After the July 15 failed coup attempt in Turkey, Russian intellectual Fyodor Lukyanov writes in an article, titled “People With Big Ambitions: What the Turkish Coup Means for Russia,” that Moscow has grounds for satisfaction with the current situation. Lukyanov believes that Turkish president Recep Erdogan now needs to find reliable foreign partners to support his regime. However, Erdogan’s “zigzag” policy has hardly gained him respect in any foreign capital, and Turkey might now regard Moscow as a possible strategic partner. Lukyanov writes that Turkey relations with the EU are worn down. The EU abandoned the idea of a common European home and if Turkey will reinstate the death penalty, as mooted after the failed coup, this would doom Turkey’s chances of joining the EU and force Ankara to leave the Council of Europe.
According to Lukyanov, the primary reason for the EU’s diminished desire to cooperate with Ankara is that the European countries never fully accepted Turkey as “one of their own.” Russia can sympathize with Turkey, as it as well has been treated by Europe as a “barbarian at the gate” notwithstanding the common cultural and historical heritage. Lukyanov views Erdogan’s need for new allies, as an opportunity for a Turkey-Russia partnership, for offsetting and even reducing Western geopolitical influence. Lukyanov writes: “Europe is no longer the center of the world. Earlier, if Europe sneezed, the whole world caught cold. Now, however, three-fourths of humanity is simply uninterested in what ails these strange people with their oversized ambitions and diminishing ability to implement them properly.”
Below are excerpts from Lukyanov’s article:
‘The Failed [Coup] Serves As A ‘Super-Vote’ Of Confidence For The Leader [Erdogan]’
“…During the past five years of changes in the region, Turkey has come into conflict with practically all of its key partners, gotten mired in Syria’s internal intrigues, confronted a sharp escalation of Kurdish dissatisfaction, and undermined its own economy that until then had enjoyed impressive growth.
“Turkish President Recep Erdogan apparently realized some time ago that the country was heading nowhere, and this is what prompted recent attempts at reconciliation with Russia and Israel. However, he needed a weightier pretext in order to extricate the country from the dead end into which he had driven it, and the attempted coup came as a strange but convenient gift in this regard.
“The failed attempt to overthrow the president serves as a ‘super-vote’ of confidence for the leader, blotting out his previous failures. He now has carte blanche to do what he had found so difficult to accomplish since the elections in June 2015. This primarily involves changing the constitution to transform Turkey into a presidential republic and entirely cleansing the state apparatus of disloyal or simply undesirable employees.
…”As for the Middle East, where Erdogan and his colleagues had taken steps toward reviving the Imperial Ottoman tradition, the new situation makes it possible to distance themselves from the disastrous results of that strategy.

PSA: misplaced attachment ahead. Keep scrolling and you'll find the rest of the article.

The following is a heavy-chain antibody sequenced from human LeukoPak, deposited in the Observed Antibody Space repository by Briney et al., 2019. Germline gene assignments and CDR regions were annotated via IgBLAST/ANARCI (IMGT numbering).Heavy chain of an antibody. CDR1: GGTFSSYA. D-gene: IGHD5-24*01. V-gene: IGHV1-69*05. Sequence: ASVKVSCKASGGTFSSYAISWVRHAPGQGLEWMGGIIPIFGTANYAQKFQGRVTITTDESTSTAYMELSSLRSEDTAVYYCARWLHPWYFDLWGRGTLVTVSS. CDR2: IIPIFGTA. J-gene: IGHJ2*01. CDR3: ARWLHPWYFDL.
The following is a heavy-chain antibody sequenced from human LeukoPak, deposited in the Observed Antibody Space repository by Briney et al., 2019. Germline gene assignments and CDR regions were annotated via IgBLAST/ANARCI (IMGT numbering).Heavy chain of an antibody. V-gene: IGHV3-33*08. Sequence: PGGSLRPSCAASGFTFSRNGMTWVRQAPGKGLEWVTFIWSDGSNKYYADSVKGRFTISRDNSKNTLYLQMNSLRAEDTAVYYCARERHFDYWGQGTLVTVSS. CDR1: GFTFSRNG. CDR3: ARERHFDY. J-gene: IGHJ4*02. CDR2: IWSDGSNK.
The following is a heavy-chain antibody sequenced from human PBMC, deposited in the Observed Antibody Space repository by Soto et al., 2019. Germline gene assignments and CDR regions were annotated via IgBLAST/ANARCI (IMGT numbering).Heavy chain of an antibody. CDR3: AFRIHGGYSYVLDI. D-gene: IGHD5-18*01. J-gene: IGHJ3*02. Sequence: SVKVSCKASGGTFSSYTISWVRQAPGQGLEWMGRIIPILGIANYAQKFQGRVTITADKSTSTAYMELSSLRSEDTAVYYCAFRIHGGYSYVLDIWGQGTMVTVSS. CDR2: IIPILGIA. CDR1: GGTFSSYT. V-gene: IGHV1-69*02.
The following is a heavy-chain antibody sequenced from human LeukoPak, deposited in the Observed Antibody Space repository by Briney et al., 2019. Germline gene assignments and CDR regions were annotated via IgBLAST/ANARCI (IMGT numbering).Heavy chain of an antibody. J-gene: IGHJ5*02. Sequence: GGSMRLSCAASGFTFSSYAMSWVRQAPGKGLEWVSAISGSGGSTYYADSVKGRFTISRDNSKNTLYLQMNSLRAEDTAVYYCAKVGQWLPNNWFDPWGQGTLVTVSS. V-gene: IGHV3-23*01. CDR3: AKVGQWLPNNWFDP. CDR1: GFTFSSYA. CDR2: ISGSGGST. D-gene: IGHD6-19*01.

“It is possible that in the prevailing circumstances, Turkey will try returning to the path it had been sounding out prior to its Middle East gambit. That is, involvement in the affairs of Eurasia, a general shift toward the East and closer relations with Russia. Back in 2013, when Erdogan was still Turkish prime minister, he suggested during a meeting with President Vladimir Putin that his country might join the Shanghai Cooperation Organization. The Russian president reacted with some surprise at the time, and Erdogan has yet to show any serious intentions on that account.
‘Russia And Turkey Are… Two Great Powers Connected … To A Europe That Never Fully Accepted Them As One Of Their Own’
“What does all of this mean for Moscow?
“If one overlooks Moscow’s unflattering rush to return Russian tourists to Turkey after Ankara promised to guarantee their safety, the Kremlin has reason to be satisfied with the current state of affairs. Even if Erdogan mounts a hardline response to the attempted coup, his regime remains weakened. Shoring up his base at home also requires finding reliable partners abroad, and Erdogan’s zigzagging will hardly win him respect in any foreign capitals.
“Ankara and Moscow can now resume important joint economic projects that were suspended after Turkey downed a Russian fighter jet in November last year. However, tensions surrounding the so-called Turkish Stream [pipeline] project have not diminished, and worsening Turkish-EU relations will not increase Brussels’ desire to work with Ankara in such a sensitive area as the transit of strategic raw materials. At the same time, this might lend new importance to the Akkuyu nuclear power plant and Rosatom, having already invested money in the project, can now breathe a sigh of relief.
“Despite their obvious differences and even antagonisms, Russia and Turkey are united by one thing — the fact that they are two great powers connected historically, culturally and geographically to a Europe that never fully accepted them as one of their own.